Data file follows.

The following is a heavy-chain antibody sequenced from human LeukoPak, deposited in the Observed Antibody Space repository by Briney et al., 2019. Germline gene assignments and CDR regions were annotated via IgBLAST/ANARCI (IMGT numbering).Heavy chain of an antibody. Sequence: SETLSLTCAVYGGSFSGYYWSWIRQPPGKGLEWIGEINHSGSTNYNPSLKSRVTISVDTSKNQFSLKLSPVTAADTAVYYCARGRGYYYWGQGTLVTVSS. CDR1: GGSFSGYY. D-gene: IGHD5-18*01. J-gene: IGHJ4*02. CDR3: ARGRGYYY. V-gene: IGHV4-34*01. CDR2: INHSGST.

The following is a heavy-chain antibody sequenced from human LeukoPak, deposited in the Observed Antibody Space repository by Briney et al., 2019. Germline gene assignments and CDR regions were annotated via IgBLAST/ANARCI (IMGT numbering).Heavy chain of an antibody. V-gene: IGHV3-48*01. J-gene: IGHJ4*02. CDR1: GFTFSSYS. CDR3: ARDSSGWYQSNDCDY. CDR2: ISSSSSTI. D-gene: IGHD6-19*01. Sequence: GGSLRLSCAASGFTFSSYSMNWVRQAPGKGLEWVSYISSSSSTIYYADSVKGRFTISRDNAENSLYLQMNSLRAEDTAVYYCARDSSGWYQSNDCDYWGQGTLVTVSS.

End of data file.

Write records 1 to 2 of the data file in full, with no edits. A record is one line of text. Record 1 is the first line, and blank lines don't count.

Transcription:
The following is a heavy-chain antibody sequenced from human LeukoPak, deposited in the Observed Antibody Space repository by Briney et al., 2019. Germline gene assignments and CDR regions were annotated via IgBLAST/ANARCI (IMGT numbering).Heavy chain of an antibody. Sequence: SETLSLTCAVYGGSFSGYYWSWIRQPPGKGLEWIGEINHSGSTNYNPSLKSRVTISVDTSKNQFSLKLSPVTAADTAVYYCARGRGYYYWGQGTLVTVSS. CDR1: GGSFSGYY. D-gene: IGHD5-18*01. J-gene: IGHJ4*02. CDR3: ARGRGYYY. V-gene: IGHV4-34*01. CDR2: INHSGST.

The following is a heavy-chain antibody sequenced from human LeukoPak, deposited in the Observed Antibody Space repository by Briney et al., 2019. Germline gene assignments and CDR regions were annotated via IgBLAST/ANARCI (IMGT numbering).Heavy chain of an antibody. V-gene: IGHV3-48*01. J-gene: IGHJ4*02. CDR1: GFTFSSYS. CDR3: ARDSSGWYQSNDCDY. CDR2: ISSSSSTI. D-gene: IGHD6-19*01. Sequence: GGSLRLSCAASGFTFSSYSMNWVRQAPGKGLEWVSYISSSSSTIYYADSVKGRFTISRDNAENSLYLQMNSLRAEDTAVYYCARDSSGWYQSNDCDYWGQGTLVTVSS.